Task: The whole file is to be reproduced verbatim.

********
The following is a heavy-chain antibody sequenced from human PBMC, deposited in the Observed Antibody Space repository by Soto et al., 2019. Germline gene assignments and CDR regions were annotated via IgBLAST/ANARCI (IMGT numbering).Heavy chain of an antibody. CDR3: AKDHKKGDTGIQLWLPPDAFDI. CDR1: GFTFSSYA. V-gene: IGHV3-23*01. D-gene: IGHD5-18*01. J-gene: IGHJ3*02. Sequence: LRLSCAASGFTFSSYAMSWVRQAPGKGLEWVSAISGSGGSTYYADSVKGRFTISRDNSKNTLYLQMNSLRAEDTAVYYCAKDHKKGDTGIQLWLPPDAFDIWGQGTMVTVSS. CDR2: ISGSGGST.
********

The following is a heavy-chain antibody sequenced from human PBMC, deposited in the Observed Antibody Space repository by Soto et al., 2019. Germline gene assignments and CDR regions were annotated via IgBLAST/ANARCI (IMGT numbering).Heavy chain of an antibody. CDR3: AKDHKKGDTGIQLWLPPDAFDI. CDR1: GFTFSSYA. V-gene: IGHV3-23*01. D-gene: IGHD5-18*01. J-gene: IGHJ3*02. Sequence: LRLSCAASGFTFSSYAMSWVRQAPGKGLEWVSAISGSGGSTYYADSVKGRFTISRDNSKNTLYLQMNSLRAEDTAVYYCAKDHKKGDTGIQLWLPPDAFDIWGQGTMVTVSS. CDR2: ISGSGGST.